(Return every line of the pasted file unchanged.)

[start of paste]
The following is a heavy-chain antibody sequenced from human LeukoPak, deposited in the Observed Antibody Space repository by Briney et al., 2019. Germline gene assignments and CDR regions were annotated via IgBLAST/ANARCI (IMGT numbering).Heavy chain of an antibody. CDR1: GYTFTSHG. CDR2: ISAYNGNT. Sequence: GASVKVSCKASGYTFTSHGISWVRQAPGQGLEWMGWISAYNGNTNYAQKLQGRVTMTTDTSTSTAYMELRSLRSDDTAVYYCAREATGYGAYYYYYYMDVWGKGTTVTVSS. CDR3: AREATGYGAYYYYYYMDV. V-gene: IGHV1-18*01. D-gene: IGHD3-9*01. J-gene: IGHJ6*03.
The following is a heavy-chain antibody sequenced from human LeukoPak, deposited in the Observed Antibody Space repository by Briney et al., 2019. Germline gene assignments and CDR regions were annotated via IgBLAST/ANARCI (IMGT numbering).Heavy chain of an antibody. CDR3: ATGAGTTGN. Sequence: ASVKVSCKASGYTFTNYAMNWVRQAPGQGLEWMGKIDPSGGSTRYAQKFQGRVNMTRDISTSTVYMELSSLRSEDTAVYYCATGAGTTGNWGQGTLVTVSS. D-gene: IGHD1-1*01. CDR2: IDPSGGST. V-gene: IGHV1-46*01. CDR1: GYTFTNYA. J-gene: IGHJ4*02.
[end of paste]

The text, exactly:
The following is a heavy-chain antibody sequenced from human LeukoPak, deposited in the Observed Antibody Space repository by Briney et al., 2019. Germline gene assignments and CDR regions were annotated via IgBLAST/ANARCI (IMGT numbering).Heavy chain of an antibody. CDR1: GYTFTSHG. CDR2: ISAYNGNT. Sequence: GASVKVSCKASGYTFTSHGISWVRQAPGQGLEWMGWISAYNGNTNYAQKLQGRVTMTTDTSTSTAYMELRSLRSDDTAVYYCAREATGYGAYYYYYYMDVWGKGTTVTVSS. CDR3: AREATGYGAYYYYYYMDV. V-gene: IGHV1-18*01. D-gene: IGHD3-9*01. J-gene: IGHJ6*03.
The following is a heavy-chain antibody sequenced from human LeukoPak, deposited in the Observed Antibody Space repository by Briney et al., 2019. Germline gene assignments and CDR regions were annotated via IgBLAST/ANARCI (IMGT numbering).Heavy chain of an antibody. CDR3: ATGAGTTGN. Sequence: ASVKVSCKASGYTFTNYAMNWVRQAPGQGLEWMGKIDPSGGSTRYAQKFQGRVNMTRDISTSTVYMELSSLRSEDTAVYYCATGAGTTGNWGQGTLVTVSS. D-gene: IGHD1-1*01. CDR2: IDPSGGST. V-gene: IGHV1-46*01. CDR1: GYTFTNYA. J-gene: IGHJ4*02.